First name
Aristea
Last name
Velegraki

Title

T2Candida Provides Rapid and Accurate Species Identification in Pediatric Cases of Candidemia.

Year of Publication

2016

Number of Pages

Date Published

2016 May 31

ISSN Number

1943-7722

Abstract

<p><strong>OBJECTIVES: </strong>The goal of this study is to assess the ability of the T2Candida platform (T2 Biosystems, Lexington, MA) to accurately identify Candida species from pediatric blood specimens with low volumes.</p>

<p><strong>METHODS: </strong>Whole blood from 15 children with candidemia was collected immediately following blood culture draw. The amount of blood required by the system was reduced by pipetting whole blood directly onto the T2Candida cartridge. Specimens were subsequently run on the T2Dx Instrument (T2 Biosystems).</p>

<p><strong>RESULTS: </strong>The T2Candida panel provided the appropriate result for each specimen compared with blood culture-based species identification and correctly identified 15 positive and nine negative results in 3 to 5 hours. While the time to species identification for blood culture was not reported, the T2Candida results include species data.</p>

<p><strong>CONCLUSIONS: </strong>T2Candida can be used to efficiently diagnose or rule out candidemia using low-volume blood specimens from pediatric patients. This could result in improved time to appropriate antifungal therapy or reduction in unnecessary empirical antifungal therapy.</p>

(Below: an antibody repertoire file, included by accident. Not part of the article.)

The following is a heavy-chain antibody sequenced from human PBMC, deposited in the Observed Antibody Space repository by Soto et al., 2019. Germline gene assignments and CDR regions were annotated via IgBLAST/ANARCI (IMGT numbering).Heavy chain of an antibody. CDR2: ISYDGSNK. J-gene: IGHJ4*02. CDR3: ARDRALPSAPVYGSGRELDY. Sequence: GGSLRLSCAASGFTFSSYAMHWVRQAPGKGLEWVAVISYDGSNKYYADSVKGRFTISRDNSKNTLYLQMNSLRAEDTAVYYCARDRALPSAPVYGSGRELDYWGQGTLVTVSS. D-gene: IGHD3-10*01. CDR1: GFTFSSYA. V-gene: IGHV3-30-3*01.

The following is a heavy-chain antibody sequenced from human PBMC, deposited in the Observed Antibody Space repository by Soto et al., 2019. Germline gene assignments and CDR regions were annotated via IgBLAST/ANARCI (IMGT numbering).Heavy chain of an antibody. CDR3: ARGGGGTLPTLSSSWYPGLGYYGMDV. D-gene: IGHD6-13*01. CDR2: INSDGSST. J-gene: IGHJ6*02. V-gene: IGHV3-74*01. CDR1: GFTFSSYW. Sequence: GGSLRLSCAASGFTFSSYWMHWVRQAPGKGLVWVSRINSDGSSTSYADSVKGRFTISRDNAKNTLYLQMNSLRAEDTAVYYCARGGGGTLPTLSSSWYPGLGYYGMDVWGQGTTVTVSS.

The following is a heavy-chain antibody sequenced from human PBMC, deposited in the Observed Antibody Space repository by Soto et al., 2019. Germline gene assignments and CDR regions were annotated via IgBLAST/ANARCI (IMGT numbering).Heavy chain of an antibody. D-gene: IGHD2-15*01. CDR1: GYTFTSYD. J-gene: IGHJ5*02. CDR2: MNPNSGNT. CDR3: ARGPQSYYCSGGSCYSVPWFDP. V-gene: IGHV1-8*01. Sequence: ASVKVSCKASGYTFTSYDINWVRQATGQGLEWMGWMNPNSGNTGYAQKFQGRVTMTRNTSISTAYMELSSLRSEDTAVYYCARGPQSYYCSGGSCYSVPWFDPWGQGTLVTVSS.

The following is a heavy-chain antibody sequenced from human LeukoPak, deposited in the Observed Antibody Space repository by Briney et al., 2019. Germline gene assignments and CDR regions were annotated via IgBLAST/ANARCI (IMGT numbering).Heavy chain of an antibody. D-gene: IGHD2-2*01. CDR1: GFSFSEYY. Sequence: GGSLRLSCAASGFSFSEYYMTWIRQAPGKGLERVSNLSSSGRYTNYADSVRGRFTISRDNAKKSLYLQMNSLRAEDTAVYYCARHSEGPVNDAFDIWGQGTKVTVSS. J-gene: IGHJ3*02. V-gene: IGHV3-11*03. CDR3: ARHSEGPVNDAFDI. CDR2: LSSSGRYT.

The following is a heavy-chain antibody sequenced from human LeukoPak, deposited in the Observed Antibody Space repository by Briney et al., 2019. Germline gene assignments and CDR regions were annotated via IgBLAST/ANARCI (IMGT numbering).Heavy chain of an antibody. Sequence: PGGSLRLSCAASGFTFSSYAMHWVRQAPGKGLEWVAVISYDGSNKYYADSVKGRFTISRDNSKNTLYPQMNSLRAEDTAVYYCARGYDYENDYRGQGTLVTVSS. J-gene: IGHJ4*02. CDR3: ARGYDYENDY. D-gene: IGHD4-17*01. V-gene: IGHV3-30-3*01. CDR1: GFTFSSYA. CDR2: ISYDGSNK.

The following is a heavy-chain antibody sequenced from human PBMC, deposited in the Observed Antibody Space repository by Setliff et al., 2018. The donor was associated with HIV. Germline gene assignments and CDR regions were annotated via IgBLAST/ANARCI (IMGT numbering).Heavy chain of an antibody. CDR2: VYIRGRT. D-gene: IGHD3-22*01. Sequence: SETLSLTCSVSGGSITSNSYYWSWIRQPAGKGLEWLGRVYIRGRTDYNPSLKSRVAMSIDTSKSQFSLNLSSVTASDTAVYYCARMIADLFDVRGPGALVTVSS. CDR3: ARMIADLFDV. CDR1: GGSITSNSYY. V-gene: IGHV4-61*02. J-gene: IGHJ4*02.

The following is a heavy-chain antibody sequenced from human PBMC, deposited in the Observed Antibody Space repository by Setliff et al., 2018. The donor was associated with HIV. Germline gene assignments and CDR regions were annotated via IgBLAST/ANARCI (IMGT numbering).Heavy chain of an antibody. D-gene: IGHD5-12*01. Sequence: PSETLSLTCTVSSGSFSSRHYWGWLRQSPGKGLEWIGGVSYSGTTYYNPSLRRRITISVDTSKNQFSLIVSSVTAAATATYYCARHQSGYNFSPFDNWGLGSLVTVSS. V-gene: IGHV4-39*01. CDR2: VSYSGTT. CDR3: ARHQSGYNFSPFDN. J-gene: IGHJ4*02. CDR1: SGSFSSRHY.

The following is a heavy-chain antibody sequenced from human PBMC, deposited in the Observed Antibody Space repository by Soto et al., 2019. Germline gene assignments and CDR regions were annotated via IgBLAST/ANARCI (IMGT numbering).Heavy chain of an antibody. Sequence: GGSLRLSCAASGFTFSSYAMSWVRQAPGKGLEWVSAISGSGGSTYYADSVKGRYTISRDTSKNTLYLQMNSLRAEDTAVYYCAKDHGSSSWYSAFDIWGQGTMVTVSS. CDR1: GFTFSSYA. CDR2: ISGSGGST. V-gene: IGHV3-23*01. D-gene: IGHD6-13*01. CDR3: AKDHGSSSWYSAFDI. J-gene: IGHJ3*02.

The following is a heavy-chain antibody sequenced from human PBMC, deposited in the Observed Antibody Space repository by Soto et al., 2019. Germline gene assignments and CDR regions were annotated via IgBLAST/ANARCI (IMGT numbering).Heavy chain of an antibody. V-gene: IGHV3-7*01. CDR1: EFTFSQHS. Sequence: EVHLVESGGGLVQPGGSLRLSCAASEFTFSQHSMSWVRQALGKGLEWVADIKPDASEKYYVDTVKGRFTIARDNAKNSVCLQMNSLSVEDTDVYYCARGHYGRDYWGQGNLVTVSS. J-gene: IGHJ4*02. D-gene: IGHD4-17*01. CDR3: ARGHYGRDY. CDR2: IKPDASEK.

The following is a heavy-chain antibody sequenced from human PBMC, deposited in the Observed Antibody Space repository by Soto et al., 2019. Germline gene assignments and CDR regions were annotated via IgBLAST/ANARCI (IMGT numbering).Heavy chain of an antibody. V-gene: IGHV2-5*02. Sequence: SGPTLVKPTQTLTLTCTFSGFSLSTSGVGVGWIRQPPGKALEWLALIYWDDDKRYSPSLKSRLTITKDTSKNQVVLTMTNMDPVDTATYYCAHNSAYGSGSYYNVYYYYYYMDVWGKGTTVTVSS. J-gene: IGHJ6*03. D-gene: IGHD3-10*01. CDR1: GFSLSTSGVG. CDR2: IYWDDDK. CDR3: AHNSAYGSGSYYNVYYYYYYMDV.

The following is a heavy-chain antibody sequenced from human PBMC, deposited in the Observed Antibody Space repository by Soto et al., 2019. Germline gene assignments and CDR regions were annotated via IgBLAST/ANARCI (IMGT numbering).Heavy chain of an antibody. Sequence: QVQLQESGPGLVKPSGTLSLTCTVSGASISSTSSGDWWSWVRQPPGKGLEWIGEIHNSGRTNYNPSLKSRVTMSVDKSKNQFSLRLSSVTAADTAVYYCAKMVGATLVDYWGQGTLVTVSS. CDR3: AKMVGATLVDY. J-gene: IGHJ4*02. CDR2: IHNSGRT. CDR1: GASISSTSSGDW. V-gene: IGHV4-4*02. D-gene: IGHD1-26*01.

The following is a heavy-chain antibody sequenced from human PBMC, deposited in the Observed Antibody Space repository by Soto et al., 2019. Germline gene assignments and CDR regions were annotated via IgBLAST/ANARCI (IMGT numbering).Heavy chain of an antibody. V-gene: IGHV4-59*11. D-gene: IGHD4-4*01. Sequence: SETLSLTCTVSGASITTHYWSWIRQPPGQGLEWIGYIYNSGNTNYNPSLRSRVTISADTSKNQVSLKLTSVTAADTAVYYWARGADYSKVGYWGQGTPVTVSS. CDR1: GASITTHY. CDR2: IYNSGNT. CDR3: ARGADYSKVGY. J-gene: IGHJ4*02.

DOI

10.1093/ajcp/aqw063

Alternate Title

Am. J. Clin. Pathol.

PMID

27247378
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Title

Results from a prospective, international, epidemiologic study of invasive candidiasis in children and neonates.

Year of Publication

2012

Number of Pages

1252-7

Date Published

2012 Dec

ISSN Number

1532-0987

Abstract

<p><strong>BACKGROUND: </strong>Candida species are the third most common cause of pediatric health care-associated bloodstream infection in the United States and Europe. To our knowledge, this report from the International Pediatric Fungal Network is the largest prospective, multicenter observational study dedicated to pediatric and neonatal invasive candidiasis.</p>

<p><strong>METHODS: </strong>From 2007 to 2011, we enrolled 196 pediatric and 25 neonatal patients with invasive candidiasis.</p>

<p><strong>RESULTS: </strong>Non-albicans Candida species predominated in pediatric (56%) and neonatal (52%) age groups, yet Candida albicans was the most common species in both groups. Successful treatment responses were observed in pediatric (76%) and neonatal patients (92%). Infection with Candida parapsilosis led to successful responses in pediatric (92%) and neonatal (100%) patients, whereas infection with Candida glabrata was associated with a lower successful outcome in pediatric patients (55%). The most commonly used primary antifungal therapies for pediatric invasive candidiasis were fluconazole (21%), liposomal amphotericin B (20%) and micafungin (18%). Outcome of pediatric invasive candidiasis was similar in response to polyenes (73%), triazoles (67%) and echinocandins (73%). The most commonly used primary antifungal therapies for neonatal invasive candidiasis were fluconazole (32%), caspofungin (24%) and liposomal amphotericin B (16%) and micafungin (8%). Outcomes of neonatal candidiasis by antifungal class again revealed similar response rates among the classes.</p>